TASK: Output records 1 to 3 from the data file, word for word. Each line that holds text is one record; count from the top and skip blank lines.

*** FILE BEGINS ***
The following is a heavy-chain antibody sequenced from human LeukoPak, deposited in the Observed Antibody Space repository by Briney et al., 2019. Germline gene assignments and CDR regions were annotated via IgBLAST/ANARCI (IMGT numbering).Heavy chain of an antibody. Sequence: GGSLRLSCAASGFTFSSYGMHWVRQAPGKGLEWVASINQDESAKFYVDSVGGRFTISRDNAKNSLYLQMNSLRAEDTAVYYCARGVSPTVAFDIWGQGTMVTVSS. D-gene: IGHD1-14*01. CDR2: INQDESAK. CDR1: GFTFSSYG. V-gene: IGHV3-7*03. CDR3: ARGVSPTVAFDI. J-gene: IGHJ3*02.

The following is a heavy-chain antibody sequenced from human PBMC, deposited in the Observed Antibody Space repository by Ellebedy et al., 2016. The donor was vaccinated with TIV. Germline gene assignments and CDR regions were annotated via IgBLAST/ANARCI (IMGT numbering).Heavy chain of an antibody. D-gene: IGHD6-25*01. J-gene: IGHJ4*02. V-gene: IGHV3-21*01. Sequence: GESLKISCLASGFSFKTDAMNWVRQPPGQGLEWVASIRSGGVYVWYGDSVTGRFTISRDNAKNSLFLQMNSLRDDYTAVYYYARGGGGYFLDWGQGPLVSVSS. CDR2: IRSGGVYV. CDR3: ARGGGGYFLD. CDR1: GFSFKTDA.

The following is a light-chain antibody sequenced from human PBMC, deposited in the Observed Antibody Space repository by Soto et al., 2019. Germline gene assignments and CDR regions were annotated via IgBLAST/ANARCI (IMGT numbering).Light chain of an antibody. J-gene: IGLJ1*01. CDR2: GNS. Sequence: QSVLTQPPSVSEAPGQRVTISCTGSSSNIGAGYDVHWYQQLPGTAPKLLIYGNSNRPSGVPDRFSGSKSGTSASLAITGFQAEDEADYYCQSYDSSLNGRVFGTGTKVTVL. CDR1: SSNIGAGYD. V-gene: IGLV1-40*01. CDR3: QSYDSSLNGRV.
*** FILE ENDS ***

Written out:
The following is a heavy-chain antibody sequenced from human LeukoPak, deposited in the Observed Antibody Space repository by Briney et al., 2019. Germline gene assignments and CDR regions were annotated via IgBLAST/ANARCI (IMGT numbering).Heavy chain of an antibody. Sequence: GGSLRLSCAASGFTFSSYGMHWVRQAPGKGLEWVASINQDESAKFYVDSVGGRFTISRDNAKNSLYLQMNSLRAEDTAVYYCARGVSPTVAFDIWGQGTMVTVSS. D-gene: IGHD1-14*01. CDR2: INQDESAK. CDR1: GFTFSSYG. V-gene: IGHV3-7*03. CDR3: ARGVSPTVAFDI. J-gene: IGHJ3*02.

The following is a heavy-chain antibody sequenced from human PBMC, deposited in the Observed Antibody Space repository by Ellebedy et al., 2016. The donor was vaccinated with TIV. Germline gene assignments and CDR regions were annotated via IgBLAST/ANARCI (IMGT numbering).Heavy chain of an antibody. D-gene: IGHD6-25*01. J-gene: IGHJ4*02. V-gene: IGHV3-21*01. Sequence: GESLKISCLASGFSFKTDAMNWVRQPPGQGLEWVASIRSGGVYVWYGDSVTGRFTISRDNAKNSLFLQMNSLRDDYTAVYYYARGGGGYFLDWGQGPLVSVSS. CDR2: IRSGGVYV. CDR3: ARGGGGYFLD. CDR1: GFSFKTDA.

The following is a light-chain antibody sequenced from human PBMC, deposited in the Observed Antibody Space repository by Soto et al., 2019. Germline gene assignments and CDR regions were annotated via IgBLAST/ANARCI (IMGT numbering).Light chain of an antibody. J-gene: IGLJ1*01. CDR2: GNS. Sequence: QSVLTQPPSVSEAPGQRVTISCTGSSSNIGAGYDVHWYQQLPGTAPKLLIYGNSNRPSGVPDRFSGSKSGTSASLAITGFQAEDEADYYCQSYDSSLNGRVFGTGTKVTVL. CDR1: SSNIGAGYD. V-gene: IGLV1-40*01. CDR3: QSYDSSLNGRV.